AUGUSTA — The Maine ethics commission opted Thursday to drop a possible investigation into allegations that a top state Republican official behaved improperly when he created a conservative website without disclosing his role.

That site, the Maine Examiner, drew attention in December when it revealed internal campaign emails from Lewiston mayoral hopeful Ben Chin that were widely shared in the days leading up to a Dec. 12 runoff that saw Chin lose narrowly to Republican Shane Bouchard.

Kate Knox, a Democratic lawyer, told the commission the Examiner’s stories about Chin may have been “fundamental to the fact that Ben Chin lost” and certainly played “a big part” in the final days of the race.

The Maine Commission on Governmental Ethics and Election Practices voted 3-2 on Thursday to not pursue a complaint by the Maine Democratic Party that Jason Savage, executive director of the state Republicans, might have violated campaign finance rules by failing to report his involvement with the Examiner.

Maine Republican Party Executive Director Jason Savage delivering a “Fake News Alert” last year discussing a story his party thought failed to meet the standards of good journalism. Image from Maine Republican Party video

The swing vote belonged to the five-member panel’s chairwoman, Margaret Matheson of Augusta, who backed the decision not to pursue the complaint despite calling Savage’s lack of disclosure disturbing.

She said Savage’s decision to operate secretly in creating, overseeing and writing for the Examiner was “not a great thing to do,” but she was not convinced a probe would find anything more.

Demi Kouzounas, chairwoman of the state Republican party, said the commission “proved its integrity today, dismissing baseless accusations.”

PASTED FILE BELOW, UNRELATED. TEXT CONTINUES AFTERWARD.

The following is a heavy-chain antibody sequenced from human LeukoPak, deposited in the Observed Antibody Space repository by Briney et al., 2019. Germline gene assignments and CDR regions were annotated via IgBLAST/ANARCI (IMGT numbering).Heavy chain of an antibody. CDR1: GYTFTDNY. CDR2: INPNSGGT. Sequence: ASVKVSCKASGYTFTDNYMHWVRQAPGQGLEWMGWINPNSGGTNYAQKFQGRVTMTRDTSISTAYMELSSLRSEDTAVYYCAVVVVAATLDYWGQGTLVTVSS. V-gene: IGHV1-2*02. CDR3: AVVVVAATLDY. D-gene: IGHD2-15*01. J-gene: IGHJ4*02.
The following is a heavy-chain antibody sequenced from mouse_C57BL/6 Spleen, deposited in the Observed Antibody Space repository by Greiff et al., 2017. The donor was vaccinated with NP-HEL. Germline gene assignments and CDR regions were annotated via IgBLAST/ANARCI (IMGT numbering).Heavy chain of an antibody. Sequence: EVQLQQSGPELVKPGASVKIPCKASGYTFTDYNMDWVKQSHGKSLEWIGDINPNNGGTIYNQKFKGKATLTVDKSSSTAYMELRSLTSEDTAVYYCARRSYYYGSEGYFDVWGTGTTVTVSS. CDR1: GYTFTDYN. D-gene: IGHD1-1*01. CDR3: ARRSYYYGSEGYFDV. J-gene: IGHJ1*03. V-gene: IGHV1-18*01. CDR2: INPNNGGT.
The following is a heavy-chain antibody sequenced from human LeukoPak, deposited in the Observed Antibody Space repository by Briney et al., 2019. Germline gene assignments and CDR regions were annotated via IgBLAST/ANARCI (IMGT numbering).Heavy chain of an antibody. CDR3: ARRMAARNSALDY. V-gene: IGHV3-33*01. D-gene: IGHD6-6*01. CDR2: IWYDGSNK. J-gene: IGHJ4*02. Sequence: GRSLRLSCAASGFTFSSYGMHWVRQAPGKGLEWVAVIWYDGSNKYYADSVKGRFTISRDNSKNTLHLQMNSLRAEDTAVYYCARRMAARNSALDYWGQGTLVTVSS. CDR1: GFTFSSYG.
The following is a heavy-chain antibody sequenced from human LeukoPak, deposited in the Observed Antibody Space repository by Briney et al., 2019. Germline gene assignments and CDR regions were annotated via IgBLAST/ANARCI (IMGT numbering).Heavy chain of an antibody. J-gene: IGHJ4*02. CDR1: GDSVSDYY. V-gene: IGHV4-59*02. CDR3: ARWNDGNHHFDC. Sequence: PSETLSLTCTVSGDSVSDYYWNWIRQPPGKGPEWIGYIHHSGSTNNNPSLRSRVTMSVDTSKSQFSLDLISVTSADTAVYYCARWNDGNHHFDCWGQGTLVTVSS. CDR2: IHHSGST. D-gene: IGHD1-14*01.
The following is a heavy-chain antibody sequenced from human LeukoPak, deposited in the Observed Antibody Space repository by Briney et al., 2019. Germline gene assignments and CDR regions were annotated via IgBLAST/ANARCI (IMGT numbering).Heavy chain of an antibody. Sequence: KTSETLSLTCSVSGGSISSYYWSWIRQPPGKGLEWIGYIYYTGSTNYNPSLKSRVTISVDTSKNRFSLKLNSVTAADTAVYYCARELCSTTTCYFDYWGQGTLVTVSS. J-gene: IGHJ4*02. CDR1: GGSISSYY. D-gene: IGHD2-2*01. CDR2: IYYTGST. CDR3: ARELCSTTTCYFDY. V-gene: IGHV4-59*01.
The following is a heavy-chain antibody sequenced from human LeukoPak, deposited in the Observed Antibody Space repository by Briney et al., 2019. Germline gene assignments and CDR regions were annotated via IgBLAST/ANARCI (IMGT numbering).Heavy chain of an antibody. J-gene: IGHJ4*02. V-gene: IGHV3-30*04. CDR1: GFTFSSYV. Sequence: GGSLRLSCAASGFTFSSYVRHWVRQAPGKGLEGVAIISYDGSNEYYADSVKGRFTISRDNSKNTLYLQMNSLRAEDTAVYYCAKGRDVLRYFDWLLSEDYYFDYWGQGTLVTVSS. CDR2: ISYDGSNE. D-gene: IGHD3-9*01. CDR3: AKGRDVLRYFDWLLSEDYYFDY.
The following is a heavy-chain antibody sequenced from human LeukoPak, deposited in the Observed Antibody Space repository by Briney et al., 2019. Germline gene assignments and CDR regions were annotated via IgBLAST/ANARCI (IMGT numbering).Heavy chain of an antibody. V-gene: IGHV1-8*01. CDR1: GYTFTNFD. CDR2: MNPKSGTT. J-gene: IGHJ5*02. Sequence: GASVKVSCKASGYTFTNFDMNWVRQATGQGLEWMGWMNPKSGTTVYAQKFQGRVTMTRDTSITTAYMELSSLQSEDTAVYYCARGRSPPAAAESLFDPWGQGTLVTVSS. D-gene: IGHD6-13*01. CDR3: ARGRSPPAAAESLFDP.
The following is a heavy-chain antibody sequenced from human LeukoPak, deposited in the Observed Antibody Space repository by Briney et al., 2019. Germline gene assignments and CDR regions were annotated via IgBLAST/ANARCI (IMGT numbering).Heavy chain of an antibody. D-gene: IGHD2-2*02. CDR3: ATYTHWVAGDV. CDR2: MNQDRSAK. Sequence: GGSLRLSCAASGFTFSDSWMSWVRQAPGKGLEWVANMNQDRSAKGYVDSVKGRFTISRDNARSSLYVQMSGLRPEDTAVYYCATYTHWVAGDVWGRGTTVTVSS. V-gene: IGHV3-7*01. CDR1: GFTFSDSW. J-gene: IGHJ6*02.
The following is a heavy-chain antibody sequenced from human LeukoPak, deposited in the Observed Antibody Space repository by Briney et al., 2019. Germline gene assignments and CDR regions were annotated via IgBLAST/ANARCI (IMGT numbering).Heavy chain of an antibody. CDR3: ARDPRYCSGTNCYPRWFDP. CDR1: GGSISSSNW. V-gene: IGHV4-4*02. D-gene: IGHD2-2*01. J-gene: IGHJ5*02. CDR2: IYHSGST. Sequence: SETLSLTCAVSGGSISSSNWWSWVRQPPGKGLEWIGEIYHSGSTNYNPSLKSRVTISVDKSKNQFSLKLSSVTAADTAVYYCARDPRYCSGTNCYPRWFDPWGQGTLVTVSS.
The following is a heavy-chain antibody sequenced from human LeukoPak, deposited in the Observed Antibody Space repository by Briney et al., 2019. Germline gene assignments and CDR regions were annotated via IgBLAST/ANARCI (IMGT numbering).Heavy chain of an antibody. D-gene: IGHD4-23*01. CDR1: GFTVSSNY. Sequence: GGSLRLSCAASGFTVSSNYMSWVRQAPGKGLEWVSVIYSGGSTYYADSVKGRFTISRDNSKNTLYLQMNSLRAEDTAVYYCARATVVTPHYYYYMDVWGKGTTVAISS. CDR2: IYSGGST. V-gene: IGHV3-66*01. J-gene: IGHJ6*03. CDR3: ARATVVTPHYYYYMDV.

From the beginning,” she said, “we told the people of Maine this charge was without merit, and today we were vindicated.”

Savage, who talked openly about his role for the first time at Thursday’s session, called it a victory for free speech.

Four of the five commission members expressed serious reservations about Savage failing to identify himself as the operator of the Examiner.

“There’s something unsavory about this,” said Bradford Pattershall, a commissioner from Freeport.

Pattershall added that the publicity surrounded Savage’s actions ought to help get the word out that others should not follow his lead.

The two dissenting commissioners said they wanted ethics staff to further investigate whether Savage acted independently and not with the Republican Party.

William Lee III, a Waterville lawyer who pushed hardest for a probe, said Savage’s secrecy about the Examiner raised questions. His connection to it was not known until a California expert found Savage’s name in the site’s metadata.

“If there’s nothing to hide, why hide?” Lee asked. “What’s the reason for keeping it secret?”

Savage said he created the Examiner in September because he enjoys writing and wanted a venue to pursue it. He said it was not all about politics, insisting his anonymous stories touched on “a lot of different things.”

Savage said he kept his name off the site because he hoped it would become “a larger, more robust entity” if he could avoid attacks that would inevitably follow if “certain people” knew about his role. The Examiner, he said, is a model for a “community-based news” site.

Maine Democratic Party Chairman Phil Bartlett said in a prepared statement that despite the panel’s decision, “it is clear to us that they were universally disturbed by Savage’s behavior, skeptical of his explanations and disapproving of his anonymity.”

“As a result of this complaint,” Bartlett said, “the Maine Democratic Party was able to drive Savage out of the shadows, hold him accountable to the public for his disturbing actions, and shine a bright light on the underhanded tactics that he and the Maine Republican Party are willing to engage in.”

Savage insisted that whatever work he did for the Examiner was on his own time.

“I was very careful in every way” to “have a line between my activities and the party,” Savage said, pointing out that his work schedule varied widely from week to week. He said he does not have a clear schedule, just a requirement he gets the job done.

Savage is still publishing on the Examiner’s website. But he may go further still.

Savage said he wants to publish a book “on all sorts of ways to restore integrity in state government.”

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